Ingo – Helen Dunmore

I always feel so honoured when someone tells me about one of their favourite books. Books have been such an integral part of my life and I know without a doubt that my experiences, hopes, dreams and pain, all mingled together, make certain books more personally significant than others. If I learn about a book that was important to someone in their childhood then I’m likely to want to dive straight in.

That’s what happened with this book. I was 8 pages into my next read when I learned of this book’s existence. Within the hour I had found a copy at my library (I love my library!) and begun reading. Sorry, other read.

There’s a track that runs from their cottage to the cove. The beach disappears at high tide but Sapphire and her older brother, Conor, know the tides and spend a lot of their time exploring and swimming there. Their father, Mathew, often takes his boat (the Peggy Gordon) out, fishing and taking photos, but their mother, Jennie, is afraid of the sea. It’s always been the four of them. Until the day Mathew doesn’t come home.

I wish this book had been available when I was a child. I was also a child of the water and would always answer ‘dolphin’ when asked what animal I would be if I had any choice in the matter. I would have loved getting a glimpse of the world beneath the waves. Adult me got excited when I learned there would be Mer, wanting to learn all about their way of life and whether I could visit them.

I wish I was away in Ingo

Far across the briny sea,

Sailing over deepest waters

Where love nor care never trouble me –

The only thing that deterred me from wanting to find a way to Ingo myself was learning that Mer don’t have books. Even if the learning curve required to survive under water didn’t kill me, not having access to books would.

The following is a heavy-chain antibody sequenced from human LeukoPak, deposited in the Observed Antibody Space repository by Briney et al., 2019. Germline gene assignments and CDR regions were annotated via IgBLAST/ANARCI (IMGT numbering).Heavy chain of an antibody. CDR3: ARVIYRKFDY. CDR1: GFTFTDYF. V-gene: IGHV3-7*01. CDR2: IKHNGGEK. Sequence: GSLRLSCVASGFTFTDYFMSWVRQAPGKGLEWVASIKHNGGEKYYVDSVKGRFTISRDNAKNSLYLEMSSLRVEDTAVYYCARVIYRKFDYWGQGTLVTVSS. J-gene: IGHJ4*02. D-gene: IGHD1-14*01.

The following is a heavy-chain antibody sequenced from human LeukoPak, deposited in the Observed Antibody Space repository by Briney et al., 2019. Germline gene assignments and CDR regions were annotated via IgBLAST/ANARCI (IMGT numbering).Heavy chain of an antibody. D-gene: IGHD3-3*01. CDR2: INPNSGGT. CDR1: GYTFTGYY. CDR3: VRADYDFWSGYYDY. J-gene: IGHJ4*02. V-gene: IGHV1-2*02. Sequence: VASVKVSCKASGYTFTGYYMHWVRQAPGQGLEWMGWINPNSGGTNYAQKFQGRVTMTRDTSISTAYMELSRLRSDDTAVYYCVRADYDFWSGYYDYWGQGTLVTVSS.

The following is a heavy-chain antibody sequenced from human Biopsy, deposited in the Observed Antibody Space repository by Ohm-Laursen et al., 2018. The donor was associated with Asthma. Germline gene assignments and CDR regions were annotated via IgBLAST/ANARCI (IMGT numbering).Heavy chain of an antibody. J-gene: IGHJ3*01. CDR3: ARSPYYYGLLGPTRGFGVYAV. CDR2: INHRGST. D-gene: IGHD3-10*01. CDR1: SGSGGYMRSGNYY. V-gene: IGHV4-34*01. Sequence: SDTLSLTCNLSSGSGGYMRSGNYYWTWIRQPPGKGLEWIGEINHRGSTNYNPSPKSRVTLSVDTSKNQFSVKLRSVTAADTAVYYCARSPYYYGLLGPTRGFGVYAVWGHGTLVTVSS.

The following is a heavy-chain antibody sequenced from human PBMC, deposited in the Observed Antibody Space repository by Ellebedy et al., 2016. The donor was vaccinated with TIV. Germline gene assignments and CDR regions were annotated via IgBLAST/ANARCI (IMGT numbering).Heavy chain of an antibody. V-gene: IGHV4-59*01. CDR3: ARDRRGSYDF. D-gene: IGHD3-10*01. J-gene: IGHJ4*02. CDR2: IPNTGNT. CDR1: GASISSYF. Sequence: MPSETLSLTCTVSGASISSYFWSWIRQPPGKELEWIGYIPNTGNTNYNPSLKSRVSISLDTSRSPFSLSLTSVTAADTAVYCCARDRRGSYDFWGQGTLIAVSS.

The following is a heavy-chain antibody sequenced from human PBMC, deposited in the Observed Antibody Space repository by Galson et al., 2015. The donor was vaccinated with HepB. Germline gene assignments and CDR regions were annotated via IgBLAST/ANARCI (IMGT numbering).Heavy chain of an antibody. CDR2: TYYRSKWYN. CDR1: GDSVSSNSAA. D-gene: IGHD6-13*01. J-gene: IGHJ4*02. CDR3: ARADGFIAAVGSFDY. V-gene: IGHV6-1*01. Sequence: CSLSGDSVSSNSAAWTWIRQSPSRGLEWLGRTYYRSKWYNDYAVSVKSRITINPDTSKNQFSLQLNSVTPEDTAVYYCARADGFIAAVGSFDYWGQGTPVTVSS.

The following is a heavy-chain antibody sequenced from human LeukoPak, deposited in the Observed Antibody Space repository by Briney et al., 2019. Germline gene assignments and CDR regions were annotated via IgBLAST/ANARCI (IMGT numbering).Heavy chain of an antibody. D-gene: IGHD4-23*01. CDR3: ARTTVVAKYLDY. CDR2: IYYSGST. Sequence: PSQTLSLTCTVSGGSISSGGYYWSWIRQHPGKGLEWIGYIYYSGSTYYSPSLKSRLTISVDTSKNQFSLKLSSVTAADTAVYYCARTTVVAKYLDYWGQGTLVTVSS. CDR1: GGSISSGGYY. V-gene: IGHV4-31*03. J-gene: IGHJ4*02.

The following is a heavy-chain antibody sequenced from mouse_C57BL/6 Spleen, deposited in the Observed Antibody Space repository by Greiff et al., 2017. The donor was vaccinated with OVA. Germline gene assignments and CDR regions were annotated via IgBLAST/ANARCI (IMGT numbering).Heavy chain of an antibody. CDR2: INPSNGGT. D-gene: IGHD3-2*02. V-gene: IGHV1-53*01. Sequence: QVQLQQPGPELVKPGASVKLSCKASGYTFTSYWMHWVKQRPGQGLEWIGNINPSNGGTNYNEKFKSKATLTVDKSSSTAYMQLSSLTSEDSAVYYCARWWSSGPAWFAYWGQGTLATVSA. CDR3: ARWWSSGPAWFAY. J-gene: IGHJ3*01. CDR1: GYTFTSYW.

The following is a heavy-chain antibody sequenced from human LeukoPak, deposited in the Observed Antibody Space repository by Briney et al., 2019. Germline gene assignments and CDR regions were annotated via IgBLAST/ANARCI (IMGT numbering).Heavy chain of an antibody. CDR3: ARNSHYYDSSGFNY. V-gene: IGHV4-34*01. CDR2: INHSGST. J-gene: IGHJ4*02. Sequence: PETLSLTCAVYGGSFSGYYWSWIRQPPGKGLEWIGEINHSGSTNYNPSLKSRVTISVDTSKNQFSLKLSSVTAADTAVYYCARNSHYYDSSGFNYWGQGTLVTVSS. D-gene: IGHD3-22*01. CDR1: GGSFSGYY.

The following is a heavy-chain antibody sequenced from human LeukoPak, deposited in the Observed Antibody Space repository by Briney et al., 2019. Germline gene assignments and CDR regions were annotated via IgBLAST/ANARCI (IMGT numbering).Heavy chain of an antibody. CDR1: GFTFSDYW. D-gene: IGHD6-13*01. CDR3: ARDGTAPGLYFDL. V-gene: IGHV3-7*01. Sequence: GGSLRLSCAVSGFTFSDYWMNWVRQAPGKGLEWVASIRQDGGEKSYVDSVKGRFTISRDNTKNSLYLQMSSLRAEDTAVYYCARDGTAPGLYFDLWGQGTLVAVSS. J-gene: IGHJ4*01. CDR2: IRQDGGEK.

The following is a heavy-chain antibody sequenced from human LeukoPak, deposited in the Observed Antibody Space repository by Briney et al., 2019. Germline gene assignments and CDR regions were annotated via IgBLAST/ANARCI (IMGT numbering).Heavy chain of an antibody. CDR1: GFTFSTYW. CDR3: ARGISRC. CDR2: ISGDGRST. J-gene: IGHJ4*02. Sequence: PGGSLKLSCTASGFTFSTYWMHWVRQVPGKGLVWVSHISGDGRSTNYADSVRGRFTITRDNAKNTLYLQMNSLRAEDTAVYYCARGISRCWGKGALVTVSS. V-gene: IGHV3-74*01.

Being an only child I envied Sapphire and Conor’s bond. I wanted to like Faro but found him quite obnoxious. I have high hopes for Elvira, his sister, who I met but didn’t get to know during this book. I’m hoping to get to know her in later books in the series. Maybe Faro will also grow on me in time.

One person that doesn’t need to grow on me is Granny Carne. I need an entire book devoted to her story.

“Some say she’s a witch”

While there’s an underlying message about marine conservation, what really hit home for me was how authentic Sapphire’s loss felt.

You know how the sea grinds down stones into sand, over years and years and years? Nobody ever sees it, it happens so slowly. And then at last the sand is so fine you can sift it in your fingers. Losing Dad is like being worn away by a force that’s so powerful nothing could resist it. We are like stones, being changed into something completely different.

Difficult topics can sometimes be watered down in children’s books and I loved that it wasn’t here.

The thought of Dad is always in my mind somewhere, like a bruise.

The impacts of this loss were evident throughout the story but none captured the effects of Sapphire’s pain to me as simply and clearly as this:

Mum thinks I go and see Katie, or one of my other friends, but I don’t. I feel cut off from them, because their lives are going on the same as ever, but mine has completely changed.

Although I haven’t experienced loss in the specific way that Sapphire and her family do in this book I could easily relate to Sapphire’s need to protect herself from additional pain:

“You’re like a – like a sea anemone. If anyone comes close, you shut yourself up tight.” “That’s how sea anemones survive,” I point out.

The way the author described scenes and emotions continually activated my senses:

Sometimes I think that if adult quarrels had a smell, they would smell like burned food.

It’s strange how characters you’ve only just met can get under your skin. Two days ago I’d never heard of Sapphire. Today I’m going to be asking my library to buy the rest of her story.

“Magic’s wild. You can’t put a harness on it, or make it do what you want. Even the best magic can be dangerous.”

Rating: 4 out of 5.

Once Upon a Blurb

I wish I was away in Ingo,

Far across the sea,

Sailing over the deepest waters,

Where love nor care can trouble me …

Sapphire’s father mysteriously vanishes into the waves off the Cornwall coast where her family has always lived. She misses him terribly, and she longs to hear his spellbinding tales about the Mer, who live in the underwater kingdom of Ingo. Perhaps that is why she imagines herself being pulled like a magnet toward the sea. But when her brother, Conor, starts disappearing for hours on end, Sapphy starts to believe she might not be the only one who hears the call of the ocean. 

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